Ubisoft Lines Up WATCH DOGS, FAR CRY and RABBIDS for Feature Film Treatment

by     Posted 1 year, 77 days ago


With French videogame studio Ubisoft already set to turn Assassin’s Creed, Splinter Cell and Tom Clancy’s Ghost Recon into feature films, they’re now lining up another trio.  Word has it that Ubisoft is seeking movie adaptations for Watch Dogs, Far Cry and Rabbids.  Perhaps this will mark a new wave of competent video game adaptations since each project has already landed some heavy Hollywood hitters.  Michael Fassbender (X-Men: First Class) has signed on to star in Assassin’s Creed, which is slated to open Memorial Day 2015; Tom Hardy (The Dark Knight Rises) will take on Splinter Cell; and Michael Bay will now be developing Ghost Recon as a franchise for Warner Bros.  So what’s in store for the next wave of video games-turned-feature films?  Hit the jump to find out.

Variety reports that Ubisoft is interested in proceeding with phase two of their adaptation plans.  The studio will also maintain creative control over their projects, meaning that the hiring of screenwriters, directors, cast, production companies and distribution studios will all be decided in part by CEO Jean-Julien Baronnet, with Ubisoft financing development of the scripts.

Far Cry and Rabbids are already familiar franchises to fans and Ubisoft hopes that Watch Dogs will be a new hit when it’s released November 19th.  The stealth game lets players hack into people’s phones and other devices, as well as the city’s infrastructure to carry out missions and stop criminals.  Basically, it lets the player use our overly-connected technology both as a means of accessing information and as a weapon.  Check out the latest trailer from E3 below to see what I mean:

(Call me crazy, but I could see Tom Cruise as the protagonist in this one.  The delivery and dialogue is 100% Cruise, but I don’t know if he’s got another franchise in him.  Or, just let Noam Jenkins transition from his voice role to the live-action role itself for once.)

As for Far Cry, each game has been different, with the first following an ex Special Forces operative who searches for a missing journalist on a mysterious island when the sailboat they were traveling on is destroyed by mercenaries.  Last year’s best-selling Far Cry 3 centers on American tourists who are abducted by pirates on an unmarked set of islands, and must try to survive in the jungle as they’re hunted by an insane drug trafficker.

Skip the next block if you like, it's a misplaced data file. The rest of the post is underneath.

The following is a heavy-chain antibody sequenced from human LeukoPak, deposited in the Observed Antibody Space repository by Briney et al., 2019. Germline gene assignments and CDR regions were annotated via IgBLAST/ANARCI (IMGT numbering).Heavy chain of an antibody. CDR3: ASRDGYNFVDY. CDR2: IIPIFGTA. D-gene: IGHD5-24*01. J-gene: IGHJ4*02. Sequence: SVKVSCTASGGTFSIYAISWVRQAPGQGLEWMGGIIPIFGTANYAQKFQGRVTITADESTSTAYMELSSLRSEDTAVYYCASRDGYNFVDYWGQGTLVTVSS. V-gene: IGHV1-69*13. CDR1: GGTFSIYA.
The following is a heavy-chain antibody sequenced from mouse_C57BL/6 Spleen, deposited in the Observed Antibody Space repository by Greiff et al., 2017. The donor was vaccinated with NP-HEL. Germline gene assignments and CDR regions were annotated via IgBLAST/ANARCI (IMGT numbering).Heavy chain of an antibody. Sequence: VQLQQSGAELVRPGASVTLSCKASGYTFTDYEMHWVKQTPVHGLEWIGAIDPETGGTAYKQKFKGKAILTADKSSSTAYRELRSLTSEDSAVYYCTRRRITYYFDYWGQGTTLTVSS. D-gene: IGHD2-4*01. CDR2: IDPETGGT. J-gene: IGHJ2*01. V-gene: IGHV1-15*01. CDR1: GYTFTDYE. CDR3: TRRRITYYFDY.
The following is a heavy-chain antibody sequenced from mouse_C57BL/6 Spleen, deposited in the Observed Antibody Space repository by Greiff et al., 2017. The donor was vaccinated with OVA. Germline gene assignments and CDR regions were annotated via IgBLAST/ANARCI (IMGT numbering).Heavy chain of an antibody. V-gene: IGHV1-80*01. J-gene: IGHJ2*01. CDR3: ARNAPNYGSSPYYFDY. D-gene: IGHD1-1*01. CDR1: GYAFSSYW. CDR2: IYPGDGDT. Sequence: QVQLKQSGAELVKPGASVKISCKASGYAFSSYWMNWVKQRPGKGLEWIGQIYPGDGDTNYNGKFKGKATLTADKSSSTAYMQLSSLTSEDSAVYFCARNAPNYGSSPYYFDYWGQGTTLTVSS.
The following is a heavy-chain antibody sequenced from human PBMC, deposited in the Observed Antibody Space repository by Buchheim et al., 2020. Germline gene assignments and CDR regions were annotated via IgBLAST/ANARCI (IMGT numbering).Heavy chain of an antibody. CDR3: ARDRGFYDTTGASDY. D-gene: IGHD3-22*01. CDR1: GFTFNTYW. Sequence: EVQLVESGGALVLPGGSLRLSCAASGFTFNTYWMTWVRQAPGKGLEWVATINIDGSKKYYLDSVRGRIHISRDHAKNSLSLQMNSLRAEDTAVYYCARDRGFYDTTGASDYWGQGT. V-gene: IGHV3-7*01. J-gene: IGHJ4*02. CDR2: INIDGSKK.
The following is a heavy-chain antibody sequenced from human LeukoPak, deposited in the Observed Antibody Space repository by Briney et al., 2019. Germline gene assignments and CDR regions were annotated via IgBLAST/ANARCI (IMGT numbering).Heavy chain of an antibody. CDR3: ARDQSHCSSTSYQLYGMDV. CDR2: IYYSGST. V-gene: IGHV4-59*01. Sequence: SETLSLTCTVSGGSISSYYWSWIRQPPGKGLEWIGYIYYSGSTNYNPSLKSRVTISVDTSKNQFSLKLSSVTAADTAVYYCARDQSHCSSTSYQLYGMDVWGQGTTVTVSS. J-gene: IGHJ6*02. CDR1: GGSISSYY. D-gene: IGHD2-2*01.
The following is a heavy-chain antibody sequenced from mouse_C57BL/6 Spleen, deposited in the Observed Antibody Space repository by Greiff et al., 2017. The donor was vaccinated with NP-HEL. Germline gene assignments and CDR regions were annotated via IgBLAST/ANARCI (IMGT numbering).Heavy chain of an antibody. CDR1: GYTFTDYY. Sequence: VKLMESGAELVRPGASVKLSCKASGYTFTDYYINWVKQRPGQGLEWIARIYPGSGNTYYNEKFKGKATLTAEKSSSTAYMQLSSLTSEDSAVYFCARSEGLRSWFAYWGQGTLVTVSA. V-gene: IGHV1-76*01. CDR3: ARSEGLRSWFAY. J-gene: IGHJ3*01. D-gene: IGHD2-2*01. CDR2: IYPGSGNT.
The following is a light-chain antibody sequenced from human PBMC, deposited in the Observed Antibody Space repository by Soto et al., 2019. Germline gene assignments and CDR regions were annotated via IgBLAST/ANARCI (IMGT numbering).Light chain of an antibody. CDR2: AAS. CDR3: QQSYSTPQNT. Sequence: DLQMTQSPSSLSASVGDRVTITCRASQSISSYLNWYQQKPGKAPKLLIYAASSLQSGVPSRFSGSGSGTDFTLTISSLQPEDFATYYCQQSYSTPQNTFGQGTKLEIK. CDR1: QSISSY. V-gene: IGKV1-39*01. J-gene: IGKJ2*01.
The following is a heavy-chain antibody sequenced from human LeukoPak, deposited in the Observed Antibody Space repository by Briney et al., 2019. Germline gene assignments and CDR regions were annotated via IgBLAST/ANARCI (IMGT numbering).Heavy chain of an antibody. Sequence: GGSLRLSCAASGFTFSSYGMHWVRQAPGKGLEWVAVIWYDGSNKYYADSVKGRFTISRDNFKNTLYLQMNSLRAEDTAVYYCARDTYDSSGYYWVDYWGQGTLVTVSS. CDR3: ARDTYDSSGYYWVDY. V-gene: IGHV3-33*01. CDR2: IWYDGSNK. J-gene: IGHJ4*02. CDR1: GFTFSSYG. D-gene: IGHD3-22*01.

Now for the more family-friendly franchise, Rabbids.  A spin-off of the studio’s hit Rayman,  Rabbids features an animated group of hyper, mischief-causing rabbits.  Nickelodeon will air “Rabbids Invasion” as an interactive TV show this fall, which will let viewers use Xbox One’s Kinect to play mini games featuring the characters.  Here’s the trailer from E3:

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  • Lex Walker

    At what point does it become redundant to adapt the increasingly cinematic games of current and next-gen consoles? It’d be cool to see a Watch Dogs movie or a Mass Effect movie (not mentioned here), but when some of these games are already so story intensive and presented beautifully in their own right, what’s the point of adapting them save for an easy cash grab from the fanbase who’ve essentially already seen it/played through it?

    • mbmarquis69

      This is a great point. Video games are immersive, personal, experiences. Much in the same way that films often can’t live up to the novels they are inspired by, a movie based on a game will suffer in comparison to the gaming experience.

      I think for me, the reason I would love to see something like a Bioshock movie would be the chance to experience that world in a more realistic format. But there is certainly a trade off when condensing 15-20 hours of gameplay, mood, and story into 2 hours. The first truly great game-to-movie adaptation will take a game’s premise, setting, etc. and build a story that is more suited to film. That might irk a few purists who want to see THE GAME on the big screen.